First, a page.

Google’s quickly launched a version of its Person Finder app to help people try and locate friends and family caught up in the earthquake and tsunami in Japan.
Available in both English and Japanese, the tool allows people to post details of their whereabouts or make enquiries about others. Typing in a name will deliver any information received about that person.
Within two hours, over 2,000 reports had been logged on the site, and the number’s already up to nearly 4,000. Many reports are added by volunteers who collate information from Twitter and other sources and add it to the database.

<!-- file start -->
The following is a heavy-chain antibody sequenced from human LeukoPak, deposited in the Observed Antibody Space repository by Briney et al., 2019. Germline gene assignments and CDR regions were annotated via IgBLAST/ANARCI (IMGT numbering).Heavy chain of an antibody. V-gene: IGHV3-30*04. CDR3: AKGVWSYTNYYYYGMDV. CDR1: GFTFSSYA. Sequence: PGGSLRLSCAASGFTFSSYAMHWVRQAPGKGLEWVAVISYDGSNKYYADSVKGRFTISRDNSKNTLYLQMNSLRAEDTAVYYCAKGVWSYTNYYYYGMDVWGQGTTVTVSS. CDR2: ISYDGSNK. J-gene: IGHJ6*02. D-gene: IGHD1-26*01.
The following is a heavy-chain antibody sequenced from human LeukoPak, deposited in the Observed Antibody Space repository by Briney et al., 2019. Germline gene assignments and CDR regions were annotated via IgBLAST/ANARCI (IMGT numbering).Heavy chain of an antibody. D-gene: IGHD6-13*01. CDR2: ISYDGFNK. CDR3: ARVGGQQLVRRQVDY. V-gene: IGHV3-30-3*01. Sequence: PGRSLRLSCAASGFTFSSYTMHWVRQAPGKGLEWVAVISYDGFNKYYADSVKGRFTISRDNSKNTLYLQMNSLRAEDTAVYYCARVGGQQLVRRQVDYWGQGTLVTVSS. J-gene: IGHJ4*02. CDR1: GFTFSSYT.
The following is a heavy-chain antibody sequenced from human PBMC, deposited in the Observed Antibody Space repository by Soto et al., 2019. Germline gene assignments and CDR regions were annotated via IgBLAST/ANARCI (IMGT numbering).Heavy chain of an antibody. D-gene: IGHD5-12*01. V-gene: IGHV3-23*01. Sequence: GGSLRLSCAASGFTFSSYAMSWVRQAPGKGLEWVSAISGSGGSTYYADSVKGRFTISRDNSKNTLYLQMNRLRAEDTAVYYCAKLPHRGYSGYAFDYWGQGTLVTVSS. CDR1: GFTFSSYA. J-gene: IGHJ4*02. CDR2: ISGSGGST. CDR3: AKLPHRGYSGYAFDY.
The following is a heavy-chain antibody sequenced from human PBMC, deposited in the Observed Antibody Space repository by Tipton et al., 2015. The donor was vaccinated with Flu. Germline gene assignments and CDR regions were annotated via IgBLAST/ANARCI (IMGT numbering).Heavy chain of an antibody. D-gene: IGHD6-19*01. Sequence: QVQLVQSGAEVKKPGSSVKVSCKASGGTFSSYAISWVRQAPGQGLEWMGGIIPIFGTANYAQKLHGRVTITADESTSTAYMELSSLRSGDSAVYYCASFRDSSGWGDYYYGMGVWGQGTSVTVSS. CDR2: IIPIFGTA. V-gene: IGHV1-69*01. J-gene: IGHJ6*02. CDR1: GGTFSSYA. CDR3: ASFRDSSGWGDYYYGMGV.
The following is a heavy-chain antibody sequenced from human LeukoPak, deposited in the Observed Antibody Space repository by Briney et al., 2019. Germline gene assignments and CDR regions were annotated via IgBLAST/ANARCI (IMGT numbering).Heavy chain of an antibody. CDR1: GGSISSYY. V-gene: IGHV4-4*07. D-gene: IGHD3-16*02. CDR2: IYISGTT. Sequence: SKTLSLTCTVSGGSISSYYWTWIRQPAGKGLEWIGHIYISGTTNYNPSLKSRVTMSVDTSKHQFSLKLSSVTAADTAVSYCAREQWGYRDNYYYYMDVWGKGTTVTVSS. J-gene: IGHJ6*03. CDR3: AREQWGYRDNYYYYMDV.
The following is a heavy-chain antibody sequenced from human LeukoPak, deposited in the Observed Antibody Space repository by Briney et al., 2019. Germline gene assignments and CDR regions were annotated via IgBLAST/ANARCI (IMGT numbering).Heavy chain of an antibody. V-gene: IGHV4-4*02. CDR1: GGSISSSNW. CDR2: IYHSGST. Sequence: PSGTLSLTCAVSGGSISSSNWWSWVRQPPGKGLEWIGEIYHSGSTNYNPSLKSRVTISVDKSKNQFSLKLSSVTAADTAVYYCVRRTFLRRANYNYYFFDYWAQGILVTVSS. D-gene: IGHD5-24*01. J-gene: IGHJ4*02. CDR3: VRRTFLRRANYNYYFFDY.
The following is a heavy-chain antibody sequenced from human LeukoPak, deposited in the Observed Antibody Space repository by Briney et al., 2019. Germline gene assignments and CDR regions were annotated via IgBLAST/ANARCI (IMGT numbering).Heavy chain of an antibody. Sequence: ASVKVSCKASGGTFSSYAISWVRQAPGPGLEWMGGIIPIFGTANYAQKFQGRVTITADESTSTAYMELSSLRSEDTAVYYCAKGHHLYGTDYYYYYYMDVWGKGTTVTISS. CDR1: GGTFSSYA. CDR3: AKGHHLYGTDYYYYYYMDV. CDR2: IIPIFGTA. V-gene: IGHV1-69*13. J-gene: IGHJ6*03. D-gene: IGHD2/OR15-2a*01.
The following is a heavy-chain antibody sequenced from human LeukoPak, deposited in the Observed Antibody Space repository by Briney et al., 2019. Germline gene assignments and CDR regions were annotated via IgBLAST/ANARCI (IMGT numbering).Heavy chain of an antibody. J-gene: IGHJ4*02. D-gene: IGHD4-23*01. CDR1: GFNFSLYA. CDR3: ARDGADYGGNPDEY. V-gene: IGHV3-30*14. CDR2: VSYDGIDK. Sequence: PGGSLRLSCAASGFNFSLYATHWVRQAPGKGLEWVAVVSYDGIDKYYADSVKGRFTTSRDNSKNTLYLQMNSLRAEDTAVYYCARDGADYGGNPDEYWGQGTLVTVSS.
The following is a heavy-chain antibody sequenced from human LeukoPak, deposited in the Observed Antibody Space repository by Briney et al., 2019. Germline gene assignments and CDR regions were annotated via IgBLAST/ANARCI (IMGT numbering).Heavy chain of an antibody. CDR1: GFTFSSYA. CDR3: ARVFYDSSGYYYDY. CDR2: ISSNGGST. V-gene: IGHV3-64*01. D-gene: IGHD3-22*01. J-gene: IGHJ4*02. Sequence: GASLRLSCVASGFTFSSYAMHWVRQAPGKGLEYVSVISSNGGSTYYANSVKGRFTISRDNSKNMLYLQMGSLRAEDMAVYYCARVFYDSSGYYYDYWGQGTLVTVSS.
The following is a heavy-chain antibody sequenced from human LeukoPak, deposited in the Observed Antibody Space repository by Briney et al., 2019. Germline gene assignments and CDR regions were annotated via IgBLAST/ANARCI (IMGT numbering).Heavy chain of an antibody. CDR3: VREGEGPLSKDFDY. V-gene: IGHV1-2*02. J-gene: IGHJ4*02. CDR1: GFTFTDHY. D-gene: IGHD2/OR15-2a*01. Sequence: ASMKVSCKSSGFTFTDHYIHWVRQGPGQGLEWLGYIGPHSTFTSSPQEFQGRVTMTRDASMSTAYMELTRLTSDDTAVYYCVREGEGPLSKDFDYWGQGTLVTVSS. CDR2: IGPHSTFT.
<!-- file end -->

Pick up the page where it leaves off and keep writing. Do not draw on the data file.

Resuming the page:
Google has also made the code available to developers who wish to embed the tool on their website.
It’s also set up a crisis response page linking to a wide range of information sources. These include up-to-date tsunami warnings and several disaster message boards.
The earthquake hit at around 2.45pm local time today. A tsunami has already struck Japan itself, and the whole Pacific is believed to be at risk; warnings have been issued as far afield as Chile and Hawaii.
Google launched a similar service after the recent earthquake in Christchurch, New Zealand, which held about 11,500 reports. The company first offered a Person Finder service following the Haiti earthquake which struct in January 2010.